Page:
Institutional Barriers to Sustainable Urban Transport in Pakistan
This book examines why urban transport in Pakistan is managed only by improving existing roads and building modern road networks, while totally neglecting non-motorized and public transport for the heavily populated and dense Pakistani cities.
The author shows that the export of knowledge from the developed to the developing world has resulted in a mismatch of transport policy with local needs for mobility and safety, as well as for ecological sustainability. He develops the concept of path dependence to explore how urban transport solutions in Pakistan have become locked-in over time as a result of past decisions on infrastructure investment, funding priorities, organizational structure, specific techniques, and mental models of international and local institutions.
The book identifies institutions, techniques, and discourse fields in path dependence as barriers to sustainable urban transport in Pakistan and suggests building the policy capacity of local institutions for institutional change in Pakistani cities.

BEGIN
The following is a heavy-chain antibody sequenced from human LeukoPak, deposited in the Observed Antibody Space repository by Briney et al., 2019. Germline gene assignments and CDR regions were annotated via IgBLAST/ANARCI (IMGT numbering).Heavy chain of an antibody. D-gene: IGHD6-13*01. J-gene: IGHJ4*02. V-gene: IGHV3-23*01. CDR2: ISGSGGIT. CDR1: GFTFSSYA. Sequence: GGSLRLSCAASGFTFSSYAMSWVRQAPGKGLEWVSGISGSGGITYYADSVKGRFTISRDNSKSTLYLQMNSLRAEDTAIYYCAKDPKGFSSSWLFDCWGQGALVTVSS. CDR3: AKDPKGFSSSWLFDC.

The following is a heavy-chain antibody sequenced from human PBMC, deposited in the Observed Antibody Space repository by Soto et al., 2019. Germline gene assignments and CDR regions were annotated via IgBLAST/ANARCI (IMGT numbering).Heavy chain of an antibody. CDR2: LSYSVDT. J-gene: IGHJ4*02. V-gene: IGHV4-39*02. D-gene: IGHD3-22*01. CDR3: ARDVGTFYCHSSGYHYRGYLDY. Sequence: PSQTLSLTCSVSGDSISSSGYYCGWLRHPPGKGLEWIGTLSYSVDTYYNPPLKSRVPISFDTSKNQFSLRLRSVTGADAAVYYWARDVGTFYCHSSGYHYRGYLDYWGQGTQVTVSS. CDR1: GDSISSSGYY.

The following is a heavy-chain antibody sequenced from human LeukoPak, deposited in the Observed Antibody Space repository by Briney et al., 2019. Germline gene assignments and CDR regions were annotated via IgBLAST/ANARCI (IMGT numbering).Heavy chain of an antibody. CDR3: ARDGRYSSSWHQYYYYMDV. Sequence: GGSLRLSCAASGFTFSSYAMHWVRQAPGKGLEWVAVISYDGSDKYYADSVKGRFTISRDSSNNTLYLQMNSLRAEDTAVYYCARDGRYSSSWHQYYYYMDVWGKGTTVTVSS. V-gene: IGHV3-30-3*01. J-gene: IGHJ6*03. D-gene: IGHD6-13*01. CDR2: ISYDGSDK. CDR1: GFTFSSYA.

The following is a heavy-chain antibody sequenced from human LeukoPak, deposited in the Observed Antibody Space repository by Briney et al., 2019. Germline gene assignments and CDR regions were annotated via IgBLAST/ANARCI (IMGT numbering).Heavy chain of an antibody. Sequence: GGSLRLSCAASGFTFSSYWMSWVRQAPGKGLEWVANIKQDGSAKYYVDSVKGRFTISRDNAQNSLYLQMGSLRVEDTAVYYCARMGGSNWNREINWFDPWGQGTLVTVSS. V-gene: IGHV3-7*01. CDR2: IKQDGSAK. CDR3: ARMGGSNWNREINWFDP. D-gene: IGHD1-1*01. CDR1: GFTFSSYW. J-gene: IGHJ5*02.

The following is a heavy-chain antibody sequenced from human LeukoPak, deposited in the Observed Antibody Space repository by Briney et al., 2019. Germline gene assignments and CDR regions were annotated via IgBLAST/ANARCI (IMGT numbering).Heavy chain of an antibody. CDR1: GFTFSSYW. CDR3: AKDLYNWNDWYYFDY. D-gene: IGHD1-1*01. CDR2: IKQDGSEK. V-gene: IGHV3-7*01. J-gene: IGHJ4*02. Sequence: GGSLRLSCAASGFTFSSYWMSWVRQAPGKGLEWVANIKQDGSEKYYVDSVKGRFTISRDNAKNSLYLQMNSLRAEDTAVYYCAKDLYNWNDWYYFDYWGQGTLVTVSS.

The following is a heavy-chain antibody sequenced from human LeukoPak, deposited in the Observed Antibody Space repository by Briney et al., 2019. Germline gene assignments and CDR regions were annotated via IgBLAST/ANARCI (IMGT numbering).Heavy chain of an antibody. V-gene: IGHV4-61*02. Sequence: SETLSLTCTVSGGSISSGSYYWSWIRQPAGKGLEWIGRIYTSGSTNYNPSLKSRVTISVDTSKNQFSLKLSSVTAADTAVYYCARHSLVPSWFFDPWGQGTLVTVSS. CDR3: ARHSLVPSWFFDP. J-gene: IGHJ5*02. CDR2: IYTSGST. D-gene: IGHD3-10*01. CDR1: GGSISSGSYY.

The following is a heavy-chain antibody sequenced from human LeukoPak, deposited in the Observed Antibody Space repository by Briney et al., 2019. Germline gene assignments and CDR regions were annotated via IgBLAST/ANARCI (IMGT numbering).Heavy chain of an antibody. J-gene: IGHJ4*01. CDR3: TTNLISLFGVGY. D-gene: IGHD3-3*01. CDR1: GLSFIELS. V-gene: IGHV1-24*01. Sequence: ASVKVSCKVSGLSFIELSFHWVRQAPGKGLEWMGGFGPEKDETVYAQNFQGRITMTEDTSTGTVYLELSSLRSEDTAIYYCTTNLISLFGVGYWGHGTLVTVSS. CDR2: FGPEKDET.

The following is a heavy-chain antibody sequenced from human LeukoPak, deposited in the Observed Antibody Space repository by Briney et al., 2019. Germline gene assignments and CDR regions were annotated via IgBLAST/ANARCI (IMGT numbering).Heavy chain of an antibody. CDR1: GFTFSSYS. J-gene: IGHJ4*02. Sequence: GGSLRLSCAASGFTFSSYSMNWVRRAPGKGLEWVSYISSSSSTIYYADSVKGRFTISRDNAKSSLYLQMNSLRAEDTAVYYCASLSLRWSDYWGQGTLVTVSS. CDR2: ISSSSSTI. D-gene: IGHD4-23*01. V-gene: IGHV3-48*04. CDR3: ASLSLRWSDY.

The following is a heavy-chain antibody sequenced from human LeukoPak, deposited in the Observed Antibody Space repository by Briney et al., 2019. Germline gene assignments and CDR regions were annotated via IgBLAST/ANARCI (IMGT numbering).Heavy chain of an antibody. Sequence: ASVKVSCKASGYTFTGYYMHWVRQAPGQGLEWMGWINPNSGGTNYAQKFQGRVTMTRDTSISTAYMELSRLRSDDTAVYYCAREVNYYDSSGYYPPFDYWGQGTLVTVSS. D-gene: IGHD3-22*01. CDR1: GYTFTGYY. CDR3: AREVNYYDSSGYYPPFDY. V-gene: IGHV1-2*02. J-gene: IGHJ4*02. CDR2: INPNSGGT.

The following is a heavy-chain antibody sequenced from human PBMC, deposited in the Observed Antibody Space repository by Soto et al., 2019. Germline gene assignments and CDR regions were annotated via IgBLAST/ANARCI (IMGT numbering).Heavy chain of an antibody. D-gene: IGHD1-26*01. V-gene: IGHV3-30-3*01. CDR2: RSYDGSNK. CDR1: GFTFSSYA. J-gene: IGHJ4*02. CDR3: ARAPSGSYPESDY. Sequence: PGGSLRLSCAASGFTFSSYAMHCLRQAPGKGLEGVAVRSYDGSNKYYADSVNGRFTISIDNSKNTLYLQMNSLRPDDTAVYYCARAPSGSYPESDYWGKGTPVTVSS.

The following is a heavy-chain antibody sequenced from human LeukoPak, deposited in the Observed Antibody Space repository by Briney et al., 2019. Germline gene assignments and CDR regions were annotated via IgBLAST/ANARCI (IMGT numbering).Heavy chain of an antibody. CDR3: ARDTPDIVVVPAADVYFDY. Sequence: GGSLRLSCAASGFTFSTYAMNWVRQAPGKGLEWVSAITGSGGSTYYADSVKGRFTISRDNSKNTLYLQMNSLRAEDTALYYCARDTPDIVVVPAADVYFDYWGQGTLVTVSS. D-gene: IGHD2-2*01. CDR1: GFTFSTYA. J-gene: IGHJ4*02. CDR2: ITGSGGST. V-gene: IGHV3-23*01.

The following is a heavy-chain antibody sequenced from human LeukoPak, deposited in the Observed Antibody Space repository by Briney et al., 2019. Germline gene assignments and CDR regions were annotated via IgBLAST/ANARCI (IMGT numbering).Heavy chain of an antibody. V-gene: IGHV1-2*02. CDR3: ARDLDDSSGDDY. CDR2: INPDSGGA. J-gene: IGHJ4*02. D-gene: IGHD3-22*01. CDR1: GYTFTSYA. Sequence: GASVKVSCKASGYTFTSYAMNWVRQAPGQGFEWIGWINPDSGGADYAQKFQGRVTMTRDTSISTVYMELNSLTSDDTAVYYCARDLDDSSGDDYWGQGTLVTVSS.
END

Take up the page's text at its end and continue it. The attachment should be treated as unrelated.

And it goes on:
Muhammad Imran is a lecturer in the Resource and Environmental Planning programme at Massey University, New Zealand. He has more than ten years’ experience in teaching, research and professional practices in the field of urban transport planning in New Zealand, Australia, and Pakistan. He completed his Master’s and Bachelor’s degrees in City & Regional Planning at the University of Engineering and Technology, Lahore. He holds a PhD from the University of Melbourne, Australia and, as an Asian Development Bank Scholar, received a Master’s degree in Urban Planning at the University of Hong Kong.